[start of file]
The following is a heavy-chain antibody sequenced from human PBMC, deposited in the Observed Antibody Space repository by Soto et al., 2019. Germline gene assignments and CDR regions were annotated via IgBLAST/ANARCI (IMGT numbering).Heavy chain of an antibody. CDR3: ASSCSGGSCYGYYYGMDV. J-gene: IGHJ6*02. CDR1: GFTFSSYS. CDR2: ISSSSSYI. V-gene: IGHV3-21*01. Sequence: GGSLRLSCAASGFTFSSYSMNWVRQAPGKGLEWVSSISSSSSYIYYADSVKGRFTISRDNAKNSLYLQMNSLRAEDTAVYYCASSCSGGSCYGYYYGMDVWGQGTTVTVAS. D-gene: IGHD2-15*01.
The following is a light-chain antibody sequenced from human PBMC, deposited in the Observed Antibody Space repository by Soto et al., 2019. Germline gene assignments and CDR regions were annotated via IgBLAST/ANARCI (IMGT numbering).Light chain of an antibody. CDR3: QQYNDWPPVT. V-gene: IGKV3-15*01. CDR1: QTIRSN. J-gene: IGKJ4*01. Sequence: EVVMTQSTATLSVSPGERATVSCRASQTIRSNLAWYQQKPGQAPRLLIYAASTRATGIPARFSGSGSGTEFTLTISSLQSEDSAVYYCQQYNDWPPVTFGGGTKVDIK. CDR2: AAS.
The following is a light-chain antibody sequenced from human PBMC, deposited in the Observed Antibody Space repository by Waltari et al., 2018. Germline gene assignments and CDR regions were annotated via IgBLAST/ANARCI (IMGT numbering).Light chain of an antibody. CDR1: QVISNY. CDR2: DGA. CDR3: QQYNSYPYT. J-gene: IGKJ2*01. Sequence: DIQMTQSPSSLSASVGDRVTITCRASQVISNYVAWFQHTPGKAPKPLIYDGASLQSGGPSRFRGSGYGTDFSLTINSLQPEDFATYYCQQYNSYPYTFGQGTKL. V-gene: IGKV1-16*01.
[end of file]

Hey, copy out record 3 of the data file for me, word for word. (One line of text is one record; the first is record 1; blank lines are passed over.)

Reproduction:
The following is a light-chain antibody sequenced from human PBMC, deposited in the Observed Antibody Space repository by Waltari et al., 2018. Germline gene assignments and CDR regions were annotated via IgBLAST/ANARCI (IMGT numbering).Light chain of an antibody. CDR1: QVISNY. CDR2: DGA. CDR3: QQYNSYPYT. J-gene: IGKJ2*01. Sequence: DIQMTQSPSSLSASVGDRVTITCRASQVISNYVAWFQHTPGKAPKPLIYDGASLQSGGPSRFRGSGYGTDFSLTINSLQPEDFATYYCQQYNSYPYTFGQGTKL. V-gene: IGKV1-16*01.